In March 2017, the first-ever Flygt 3069 Adaptive-N™ to go into service in France faced high expectations. The client, leading French water company SUEZ, had been battling constant breakdowns in one of the pumping stations they operated, due to blocked wastewater vortex pumps with a rate of three clogs per month on average, causing service disruption, increasing servicing costs in unplanned callouts and, potentially, environmental hazards in case of backflow or overflow. Three months from installation, the 3069 Adaptive-N™ has not clogged a single time.
Flygt 3069 is a cutting-edge wastewater pump that ensures continuous clog-free pumping in the toughest conditions and includes Xylem’s patented Adaptive N™ technology, designed to eliminate clogging. The pumping station in question is located in Sully-sur-Loire, a community of 5,700 residents near Orléans that is widely known for its stunning fortified chateau rising from the banks of the river Loire.
“In this location two pumps, a vortex pump and the new Flygt 3069, work in tandem so, if one is down, pumping is not fully disrupted until the second pump clogs up,” said Jean Christophe Chambault, Project Manager SUEZ, during a visit to the site. “Before the installation of the new Flygt 3069, the two vortex pumps could clog quite fast, one after another. The situation was becoming increasingly critical.”
Clogging caused by disposable wipes
When solid objects such as stringy fibrous material and modern waste enter the inlet of a conventional pump, they tend to get caught on the leading edges of the impeller vanes. The main culprit? Disposable wipes. In fact, the issue was so critical that it prompted SUEZ to launch an awareness campaigns, aimed to inform the public about the consequences of flushing wipes, under the theme of “Abracadabra, what you throw in the toilet doesn’t just disappear as if by magic” (even if manufacturers indicate on the packaging that it is safe to do so). While the merits of the campaigns are not in question, the results were unfortunately not felt in the pumps, and they continued to clog at the same rate as before.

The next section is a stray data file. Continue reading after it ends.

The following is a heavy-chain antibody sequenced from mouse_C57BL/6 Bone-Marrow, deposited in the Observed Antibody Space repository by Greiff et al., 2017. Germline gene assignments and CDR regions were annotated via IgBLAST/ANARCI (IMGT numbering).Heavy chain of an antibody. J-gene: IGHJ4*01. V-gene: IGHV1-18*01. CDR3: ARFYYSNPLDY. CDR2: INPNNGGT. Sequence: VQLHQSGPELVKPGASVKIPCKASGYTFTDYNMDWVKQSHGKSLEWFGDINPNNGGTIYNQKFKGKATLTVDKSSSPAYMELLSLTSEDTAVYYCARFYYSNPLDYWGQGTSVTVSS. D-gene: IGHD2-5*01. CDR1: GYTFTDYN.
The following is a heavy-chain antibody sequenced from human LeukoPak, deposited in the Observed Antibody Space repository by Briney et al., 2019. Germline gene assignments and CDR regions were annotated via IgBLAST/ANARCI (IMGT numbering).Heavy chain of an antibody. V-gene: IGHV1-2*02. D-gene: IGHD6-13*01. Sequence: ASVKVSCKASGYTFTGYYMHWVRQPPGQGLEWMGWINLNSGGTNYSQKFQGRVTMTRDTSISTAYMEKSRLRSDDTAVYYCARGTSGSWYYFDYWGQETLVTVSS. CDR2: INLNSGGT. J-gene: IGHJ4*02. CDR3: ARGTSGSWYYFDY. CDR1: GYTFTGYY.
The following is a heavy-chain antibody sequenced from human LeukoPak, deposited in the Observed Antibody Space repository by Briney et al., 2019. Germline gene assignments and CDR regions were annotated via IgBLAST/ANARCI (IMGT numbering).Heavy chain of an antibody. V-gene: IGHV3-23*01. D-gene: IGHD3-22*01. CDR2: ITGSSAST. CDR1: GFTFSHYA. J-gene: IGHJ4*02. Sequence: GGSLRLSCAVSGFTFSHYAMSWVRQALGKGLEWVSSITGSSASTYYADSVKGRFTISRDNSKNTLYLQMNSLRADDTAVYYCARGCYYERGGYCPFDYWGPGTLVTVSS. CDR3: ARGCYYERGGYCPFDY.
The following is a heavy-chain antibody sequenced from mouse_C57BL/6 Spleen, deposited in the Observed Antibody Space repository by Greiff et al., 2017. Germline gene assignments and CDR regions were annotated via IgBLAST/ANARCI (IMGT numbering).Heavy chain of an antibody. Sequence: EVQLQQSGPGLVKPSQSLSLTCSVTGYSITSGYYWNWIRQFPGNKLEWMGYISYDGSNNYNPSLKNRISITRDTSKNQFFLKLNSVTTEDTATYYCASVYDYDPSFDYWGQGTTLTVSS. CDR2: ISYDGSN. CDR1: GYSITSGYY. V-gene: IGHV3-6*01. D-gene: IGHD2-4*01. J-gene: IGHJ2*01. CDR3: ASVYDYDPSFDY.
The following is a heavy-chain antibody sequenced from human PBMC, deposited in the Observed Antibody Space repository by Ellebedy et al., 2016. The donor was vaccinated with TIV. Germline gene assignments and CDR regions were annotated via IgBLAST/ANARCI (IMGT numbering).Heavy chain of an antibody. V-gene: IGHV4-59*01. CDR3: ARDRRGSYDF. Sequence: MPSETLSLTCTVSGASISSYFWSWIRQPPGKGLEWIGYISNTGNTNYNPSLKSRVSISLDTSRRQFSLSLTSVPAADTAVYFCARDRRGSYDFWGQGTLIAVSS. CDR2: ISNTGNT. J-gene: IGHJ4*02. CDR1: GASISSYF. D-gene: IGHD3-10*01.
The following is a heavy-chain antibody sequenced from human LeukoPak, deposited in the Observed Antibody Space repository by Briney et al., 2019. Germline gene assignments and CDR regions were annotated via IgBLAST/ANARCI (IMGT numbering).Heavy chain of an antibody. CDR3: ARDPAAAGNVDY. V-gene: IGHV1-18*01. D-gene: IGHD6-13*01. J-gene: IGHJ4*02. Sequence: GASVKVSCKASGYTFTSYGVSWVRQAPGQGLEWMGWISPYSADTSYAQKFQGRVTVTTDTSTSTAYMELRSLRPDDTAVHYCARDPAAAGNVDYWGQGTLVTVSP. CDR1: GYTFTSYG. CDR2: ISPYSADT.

Self-cleaning technology in a low–flow pump
“The small stations tend to be more problematic than the large ones, especially clogging due to the small discharge diameter,” explains Olivier Jarry, Sanitation Manager for Suez Eau France business for the Gien district. “In this separate wastewater network, the outlet diameter of the pumping station is 65 mm. We were very aware of the Flygt Adaptive-N™ self-cleaning technology on the larger pumps that eliminated clogging. We were convinced that it was what we needed. However, it was only available starting at 80mm. We have enjoyed a longstanding relationship with Xylem, so as soon as we heard that the technology was to become available on a new compact range for discharge of 50 and 65 mm, we jumped at the opportunity to acquire the equipment.”
The decision proved to be a good one judging by the fact that so far, at the time of the visit, the pump had been in operation for three months without clogging a single time. Since the new pump still works in tandem with the second older vortex model in the pair, the station still needs to be serviced to unclog the vortex pump, waiting for its replacement by a Flygt 3069. The difference is that knowing that the 3069 will continue to pump without blocking, the interventions are now scheduled within a regular program – no weekends or middle-of-the-night calls.
Reduced costs and improved working conditions
“Eliminating unscheduled service calls not only reduced costs in overtime and weekend hours, it also improves our working conditions”, says Olivier Jarry. “The job involves a two-man crew, not just for safety concerns but also because the pump has to be removed from the pumping station to be unclogged. Scheduled visits can be carried out in the proper conditions. The benefits for the residents are also significant as each time the pumps stop it can cause an inconvenience, not least the possibility of an unpleasant whiff in the backflow, and eventually even have potential environmental repercussions.”
Each time the two-man crew unblocks the station it generates important maintenance costs. Taking as a basis a frequency of three monthly incidents, Jean-Christophe Chambault estimated that the pump pays for itself in two months.
“This is a miracle solution” says Jean-Christophe Chambault. “We are now studying the replacement of the second pump in the pumping station. At any rate, if it doesn’t happen sooner, the 3069 will be without a doubt the choice to replace the second pump at the end of its lifecycle. Then we will have no more problems beyond the normal inspections and maintenance.”
Text and images by Sylvia Edwards Davis